Most people are short on preparation and long on activity. Outliers like John the Baptist prepared themselves 30 years for a six-month ministry while Jesus prepared 30 years for a three-and-a-half-year ministry. Outliers practice and hone their skills so that when their moment comes they are more than ready.
7. Outliers risk all for truth.
All the biblical and historical outliers mentioned above had one thing in common: They were ready to die for their faith and mission. They did not live a life built upon convenience but crafted a life built around their purpose. The worst thing that can happen to an outlier is not physical death but missing their purpose.
8. Outliers fear God more than men.
Biblical outliers do not live for the accolades of others. They love and fear God more than men. During Jesus' day, many of the rulers of the Jews believed in Him but did not confess Him publicly because they loved the praise of men more than the praise of God (John 12:42, 43).
I have met many prospective leaders in my time, but many of them have made the wrong choices and limited their potential in life because they were afraid of being out of the mainstream. Outliers are voices, not echoes. They shun cultural groupthink, stand on biblical verities and declare scriptural truth.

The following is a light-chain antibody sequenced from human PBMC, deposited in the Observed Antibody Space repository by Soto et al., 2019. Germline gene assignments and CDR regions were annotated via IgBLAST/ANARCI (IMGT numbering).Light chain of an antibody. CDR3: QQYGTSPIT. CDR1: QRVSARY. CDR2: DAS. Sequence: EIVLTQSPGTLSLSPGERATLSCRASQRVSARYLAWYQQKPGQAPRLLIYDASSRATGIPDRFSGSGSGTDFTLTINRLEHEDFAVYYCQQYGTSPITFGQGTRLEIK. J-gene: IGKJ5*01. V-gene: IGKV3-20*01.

We are living in a day in which many in the evangelical church have acquiesced to popular culture, even to the point of agreeing with laws and policies that are unbiblical. Many in the church have taken the safe road and act like the prophets of Micaiah's day (1 Kin. 22), only declaring things they know will give them the approval of pop culture and the political establishment.
May God nurture prophetic outliers who are willing to pay the price, stand against compromise and use their unique calling to advance His kingdom.
Joseph Mattera is an internationally known author, futurist, interpreter of culture and activist/theologian whose mission is to influence leaders who influence nations. He leads several organizations, including The United States Coalition of Apostolic Leaders (uscal.us). He also has a blog on Charisma magazine called "The Pulse." To order one of his books or to subscribe to his weekly newsletter go to josephmattera.org.